With xylitol, the acid attack is diminished. With less bacteria and acid, your teeth stay healthier. The frequency of xylitol ingestion is important: aim for five grams a day, or one gram every three hours.

Studies of xylitol use as either a sugar substitute or a small dietary addition have demonstrated a dramatic reduction in new cavities. It has also stopped and even reversed some existing cavities. This effect is long lasting and possibly permanent. Low cavity rates persist even years after the trials have been completed.

Xylitol needs to be one of the first ingredients in a product to be effective. It is convenient and easy to use. You can find it in health food stores and specialty grocery stores. Xylitol can be delivered to your teeth in chewing gum, tablets, or even candy and mints.

It also comes in toothpaste, mouth rinse, baby oral wipes, gel and pacifiers, nasal wash, dry mouth spray, a granulated form for cooking, granulated packets to add to drinks, and commercially prepared foods. It can replace sugar on a one-to-one ratio.

Sweet rewards in xylitol are good for the body and the teeth! If you have specific questions please feel free to contact Darbro Orthodontics. We look forward to seeing you soon!

Hey, Metal Mouth, Hey, Train Tracks! Six Funny Comebacks for People Who Wear Braces

Tuesday, December 13th, 2016

Brace-ism: believe it or not, it’s a concept. The Urban Dictionary defines brace-ism as “acting mean to people who have braces on their teeth.” Phrases like metal mouth, brace face, and train tracks are common jokes uttered by gap-toothed fools who like to make fun of people with braces.

While ignoring these comments and taking the high road is the best thing to do, there’s nothing wrong with having a few clever retorts and quick-witted comebacks up your sleeve.

  1. The next time someone calls you train tracks, break into an obnoxious train imitation, with lots of toot-toot and chuga-chuga-chuga. Finish off your crazy locomotive impersonation with some sort of deafening train horn. That’ll keep the bullies at bay.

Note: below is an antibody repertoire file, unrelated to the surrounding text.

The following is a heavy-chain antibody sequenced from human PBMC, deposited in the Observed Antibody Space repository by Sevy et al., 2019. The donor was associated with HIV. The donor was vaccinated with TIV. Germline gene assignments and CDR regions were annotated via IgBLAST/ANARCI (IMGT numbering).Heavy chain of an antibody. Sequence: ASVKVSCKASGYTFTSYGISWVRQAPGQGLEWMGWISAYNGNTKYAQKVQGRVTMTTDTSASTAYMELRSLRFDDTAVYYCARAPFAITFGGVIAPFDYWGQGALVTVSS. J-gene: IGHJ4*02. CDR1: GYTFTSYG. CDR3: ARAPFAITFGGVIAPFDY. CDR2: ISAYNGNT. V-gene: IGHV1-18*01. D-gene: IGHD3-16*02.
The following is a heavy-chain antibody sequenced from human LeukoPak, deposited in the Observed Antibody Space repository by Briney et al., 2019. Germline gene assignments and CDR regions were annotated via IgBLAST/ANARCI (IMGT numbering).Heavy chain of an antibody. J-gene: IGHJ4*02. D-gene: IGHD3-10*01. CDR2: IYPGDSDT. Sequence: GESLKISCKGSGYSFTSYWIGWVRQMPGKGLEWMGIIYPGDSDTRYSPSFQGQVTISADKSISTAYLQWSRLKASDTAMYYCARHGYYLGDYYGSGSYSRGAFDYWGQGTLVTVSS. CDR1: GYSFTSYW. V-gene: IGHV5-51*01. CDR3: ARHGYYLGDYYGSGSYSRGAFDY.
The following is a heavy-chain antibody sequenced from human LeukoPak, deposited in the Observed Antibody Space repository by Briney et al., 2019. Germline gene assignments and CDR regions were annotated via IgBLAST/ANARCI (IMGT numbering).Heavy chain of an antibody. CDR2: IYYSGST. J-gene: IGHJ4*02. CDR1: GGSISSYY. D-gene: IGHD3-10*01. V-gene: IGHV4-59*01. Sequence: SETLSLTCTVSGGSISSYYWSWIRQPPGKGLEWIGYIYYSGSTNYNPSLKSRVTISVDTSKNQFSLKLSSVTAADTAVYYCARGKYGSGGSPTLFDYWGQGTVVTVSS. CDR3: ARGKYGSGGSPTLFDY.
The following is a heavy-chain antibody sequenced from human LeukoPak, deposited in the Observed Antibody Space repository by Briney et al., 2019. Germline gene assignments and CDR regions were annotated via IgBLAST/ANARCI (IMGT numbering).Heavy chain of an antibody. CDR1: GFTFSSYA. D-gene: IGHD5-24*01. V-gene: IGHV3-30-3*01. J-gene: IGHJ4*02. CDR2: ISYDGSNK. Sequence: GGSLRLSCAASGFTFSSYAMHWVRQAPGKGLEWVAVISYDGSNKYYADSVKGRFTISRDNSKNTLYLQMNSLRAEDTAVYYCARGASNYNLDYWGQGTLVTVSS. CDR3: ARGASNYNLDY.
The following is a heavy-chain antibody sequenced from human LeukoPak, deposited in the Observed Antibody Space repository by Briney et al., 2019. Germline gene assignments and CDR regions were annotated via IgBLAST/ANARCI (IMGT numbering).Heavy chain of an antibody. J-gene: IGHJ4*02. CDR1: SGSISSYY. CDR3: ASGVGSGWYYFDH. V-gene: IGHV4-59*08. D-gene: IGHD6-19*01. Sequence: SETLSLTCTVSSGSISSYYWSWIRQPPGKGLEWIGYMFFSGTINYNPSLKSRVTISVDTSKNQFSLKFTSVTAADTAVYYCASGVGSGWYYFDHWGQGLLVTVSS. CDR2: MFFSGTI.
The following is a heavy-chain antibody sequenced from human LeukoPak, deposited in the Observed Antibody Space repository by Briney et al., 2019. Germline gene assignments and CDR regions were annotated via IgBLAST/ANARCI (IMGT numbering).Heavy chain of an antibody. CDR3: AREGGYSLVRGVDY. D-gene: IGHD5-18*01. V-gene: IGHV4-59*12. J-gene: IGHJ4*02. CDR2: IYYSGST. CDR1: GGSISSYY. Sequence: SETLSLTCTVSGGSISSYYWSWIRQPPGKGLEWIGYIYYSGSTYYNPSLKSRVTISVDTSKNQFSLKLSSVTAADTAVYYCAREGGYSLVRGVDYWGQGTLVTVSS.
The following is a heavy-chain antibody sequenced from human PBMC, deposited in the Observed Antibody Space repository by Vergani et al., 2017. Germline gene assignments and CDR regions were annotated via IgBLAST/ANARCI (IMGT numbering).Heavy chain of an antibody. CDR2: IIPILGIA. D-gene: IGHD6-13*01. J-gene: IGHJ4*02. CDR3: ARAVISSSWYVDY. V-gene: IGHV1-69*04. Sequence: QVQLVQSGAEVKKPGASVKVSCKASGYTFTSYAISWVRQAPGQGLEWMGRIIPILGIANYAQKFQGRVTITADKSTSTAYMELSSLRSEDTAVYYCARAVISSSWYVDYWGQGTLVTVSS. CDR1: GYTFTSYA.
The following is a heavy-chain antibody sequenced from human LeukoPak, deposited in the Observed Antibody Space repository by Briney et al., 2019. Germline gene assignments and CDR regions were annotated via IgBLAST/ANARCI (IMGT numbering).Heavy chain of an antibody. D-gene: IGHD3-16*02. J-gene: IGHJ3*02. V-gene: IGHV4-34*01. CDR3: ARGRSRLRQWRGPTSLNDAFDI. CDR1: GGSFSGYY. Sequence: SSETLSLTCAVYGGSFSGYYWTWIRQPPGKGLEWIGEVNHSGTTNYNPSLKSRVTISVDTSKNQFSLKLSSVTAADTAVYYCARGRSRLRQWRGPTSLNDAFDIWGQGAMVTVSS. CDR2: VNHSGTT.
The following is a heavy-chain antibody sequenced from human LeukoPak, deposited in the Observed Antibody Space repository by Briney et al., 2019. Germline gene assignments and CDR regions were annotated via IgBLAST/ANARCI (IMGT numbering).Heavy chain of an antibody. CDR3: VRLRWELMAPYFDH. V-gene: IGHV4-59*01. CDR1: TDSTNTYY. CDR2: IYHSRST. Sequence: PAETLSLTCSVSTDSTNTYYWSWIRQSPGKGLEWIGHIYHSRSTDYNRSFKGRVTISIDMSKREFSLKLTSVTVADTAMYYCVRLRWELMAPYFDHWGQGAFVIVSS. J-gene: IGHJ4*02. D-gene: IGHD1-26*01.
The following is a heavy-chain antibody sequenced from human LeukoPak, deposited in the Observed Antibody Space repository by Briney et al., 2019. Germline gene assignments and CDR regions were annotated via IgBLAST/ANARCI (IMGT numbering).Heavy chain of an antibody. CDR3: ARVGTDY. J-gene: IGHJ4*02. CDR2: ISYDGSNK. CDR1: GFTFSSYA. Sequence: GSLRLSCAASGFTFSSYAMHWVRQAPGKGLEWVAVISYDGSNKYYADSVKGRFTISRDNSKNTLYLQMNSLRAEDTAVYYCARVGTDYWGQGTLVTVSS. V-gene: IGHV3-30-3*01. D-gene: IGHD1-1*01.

2. “It’s better to be a brace face than a space case.”
  3. Counter with a ridiculously childish joke that makes the schoolyard tormentor feel even smaller than he already is. “Oh. Yeah. Why did the deer need braces? Because he had buck teeth. Hahaha.” Top it off with an exaggerated eye roll.
  4. “Yeah, my brother tells that joke. He’s six. You guys should hang out.” That’ll stop the haters dead in their tracks. Or would that be train tracks?
  5. Here’s one from the sarcasm grab bag. “Well, I’m just glad there’s a way to fix what’s wrong with my face.”
  6. “I can’t wait to discuss this formative moment at our ten-year class reunion, when my teeth are razor-straight and you’re wearing adult braces.”

 

What do you love about our practice?

Tuesday, December 6th, 2016

At Darbro Orthodontics, we have been creating beautiful smiles for years. Whether you or your family have visited Dr. Darbro and our team for a single visit or have been loyal patients throughout the years, we would love to hear your thoughts about your experience! In fact, we encourage you to leave a few words for us below or on our Facebook page!

We look forward to reading your feedback!